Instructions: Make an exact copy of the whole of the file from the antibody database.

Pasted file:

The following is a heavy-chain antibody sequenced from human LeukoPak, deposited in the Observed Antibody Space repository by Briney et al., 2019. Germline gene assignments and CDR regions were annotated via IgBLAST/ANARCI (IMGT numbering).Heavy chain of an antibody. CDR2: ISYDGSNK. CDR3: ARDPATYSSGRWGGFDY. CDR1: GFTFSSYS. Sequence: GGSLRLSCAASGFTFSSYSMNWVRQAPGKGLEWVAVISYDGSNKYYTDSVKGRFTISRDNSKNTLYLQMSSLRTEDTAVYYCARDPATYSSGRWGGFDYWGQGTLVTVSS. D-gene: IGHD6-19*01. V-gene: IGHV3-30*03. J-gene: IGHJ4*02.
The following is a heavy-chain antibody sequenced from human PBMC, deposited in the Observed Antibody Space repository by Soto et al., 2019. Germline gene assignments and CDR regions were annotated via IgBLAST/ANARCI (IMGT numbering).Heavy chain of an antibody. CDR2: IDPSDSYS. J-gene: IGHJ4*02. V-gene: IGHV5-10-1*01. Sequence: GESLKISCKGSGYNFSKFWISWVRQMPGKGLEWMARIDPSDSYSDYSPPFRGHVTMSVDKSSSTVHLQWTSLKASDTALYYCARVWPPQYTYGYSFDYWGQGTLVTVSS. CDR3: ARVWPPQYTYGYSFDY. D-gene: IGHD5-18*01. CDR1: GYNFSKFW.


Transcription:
The following is a heavy-chain antibody sequenced from human LeukoPak, deposited in the Observed Antibody Space repository by Briney et al., 2019. Germline gene assignments and CDR regions were annotated via IgBLAST/ANARCI (IMGT numbering).Heavy chain of an antibody. CDR2: ISYDGSNK. CDR3: ARDPATYSSGRWGGFDY. CDR1: GFTFSSYS. Sequence: GGSLRLSCAASGFTFSSYSMNWVRQAPGKGLEWVAVISYDGSNKYYTDSVKGRFTISRDNSKNTLYLQMSSLRTEDTAVYYCARDPATYSSGRWGGFDYWGQGTLVTVSS. D-gene: IGHD6-19*01. V-gene: IGHV3-30*03. J-gene: IGHJ4*02.
The following is a heavy-chain antibody sequenced from human PBMC, deposited in the Observed Antibody Space repository by Soto et al., 2019. Germline gene assignments and CDR regions were annotated via IgBLAST/ANARCI (IMGT numbering).Heavy chain of an antibody. CDR2: IDPSDSYS. J-gene: IGHJ4*02. V-gene: IGHV5-10-1*01. Sequence: GESLKISCKGSGYNFSKFWISWVRQMPGKGLEWMARIDPSDSYSDYSPPFRGHVTMSVDKSSSTVHLQWTSLKASDTALYYCARVWPPQYTYGYSFDYWGQGTLVTVSS. CDR3: ARVWPPQYTYGYSFDY. D-gene: IGHD5-18*01. CDR1: GYNFSKFW.